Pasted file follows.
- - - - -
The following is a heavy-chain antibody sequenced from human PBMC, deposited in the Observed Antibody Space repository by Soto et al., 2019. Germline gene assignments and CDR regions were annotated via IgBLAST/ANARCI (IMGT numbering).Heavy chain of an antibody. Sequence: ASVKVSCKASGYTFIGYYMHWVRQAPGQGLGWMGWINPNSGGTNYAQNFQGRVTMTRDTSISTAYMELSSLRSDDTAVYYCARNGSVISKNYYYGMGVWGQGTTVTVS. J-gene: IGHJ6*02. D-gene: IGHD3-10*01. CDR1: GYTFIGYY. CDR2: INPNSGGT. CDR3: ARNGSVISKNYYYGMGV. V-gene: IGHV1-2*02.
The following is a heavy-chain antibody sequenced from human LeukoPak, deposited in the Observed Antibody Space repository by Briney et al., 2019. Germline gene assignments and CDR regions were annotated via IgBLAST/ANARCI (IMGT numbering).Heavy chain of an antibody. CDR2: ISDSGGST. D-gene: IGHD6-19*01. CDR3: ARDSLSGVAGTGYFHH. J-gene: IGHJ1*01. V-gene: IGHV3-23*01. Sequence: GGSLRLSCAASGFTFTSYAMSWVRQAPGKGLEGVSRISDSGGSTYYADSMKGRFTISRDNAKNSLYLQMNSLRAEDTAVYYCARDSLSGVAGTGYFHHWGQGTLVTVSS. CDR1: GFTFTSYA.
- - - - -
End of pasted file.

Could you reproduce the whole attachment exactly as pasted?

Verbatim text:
The following is a heavy-chain antibody sequenced from human PBMC, deposited in the Observed Antibody Space repository by Soto et al., 2019. Germline gene assignments and CDR regions were annotated via IgBLAST/ANARCI (IMGT numbering).Heavy chain of an antibody. Sequence: ASVKVSCKASGYTFIGYYMHWVRQAPGQGLGWMGWINPNSGGTNYAQNFQGRVTMTRDTSISTAYMELSSLRSDDTAVYYCARNGSVISKNYYYGMGVWGQGTTVTVS. J-gene: IGHJ6*02. D-gene: IGHD3-10*01. CDR1: GYTFIGYY. CDR2: INPNSGGT. CDR3: ARNGSVISKNYYYGMGV. V-gene: IGHV1-2*02.
The following is a heavy-chain antibody sequenced from human LeukoPak, deposited in the Observed Antibody Space repository by Briney et al., 2019. Germline gene assignments and CDR regions were annotated via IgBLAST/ANARCI (IMGT numbering).Heavy chain of an antibody. CDR2: ISDSGGST. D-gene: IGHD6-19*01. CDR3: ARDSLSGVAGTGYFHH. J-gene: IGHJ1*01. V-gene: IGHV3-23*01. Sequence: GGSLRLSCAASGFTFTSYAMSWVRQAPGKGLEGVSRISDSGGSTYYADSMKGRFTISRDNAKNSLYLQMNSLRAEDTAVYYCARDSLSGVAGTGYFHHWGQGTLVTVSS. CDR1: GFTFTSYA.